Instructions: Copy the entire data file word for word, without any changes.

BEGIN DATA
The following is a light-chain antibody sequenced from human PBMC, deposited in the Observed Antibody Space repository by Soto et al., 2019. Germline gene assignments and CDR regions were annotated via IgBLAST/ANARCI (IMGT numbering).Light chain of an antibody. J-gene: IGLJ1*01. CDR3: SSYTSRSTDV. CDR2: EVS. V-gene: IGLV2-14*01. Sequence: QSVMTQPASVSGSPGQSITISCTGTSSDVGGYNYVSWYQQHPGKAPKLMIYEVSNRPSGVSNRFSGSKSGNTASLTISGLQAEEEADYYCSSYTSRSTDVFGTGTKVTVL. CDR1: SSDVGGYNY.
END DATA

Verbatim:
The following is a light-chain antibody sequenced from human PBMC, deposited in the Observed Antibody Space repository by Soto et al., 2019. Germline gene assignments and CDR regions were annotated via IgBLAST/ANARCI (IMGT numbering).Light chain of an antibody. J-gene: IGLJ1*01. CDR3: SSYTSRSTDV. CDR2: EVS. V-gene: IGLV2-14*01. Sequence: QSVMTQPASVSGSPGQSITISCTGTSSDVGGYNYVSWYQQHPGKAPKLMIYEVSNRPSGVSNRFSGSKSGNTASLTISGLQAEEEADYYCSSYTSRSTDVFGTGTKVTVL. CDR1: SSDVGGYNY.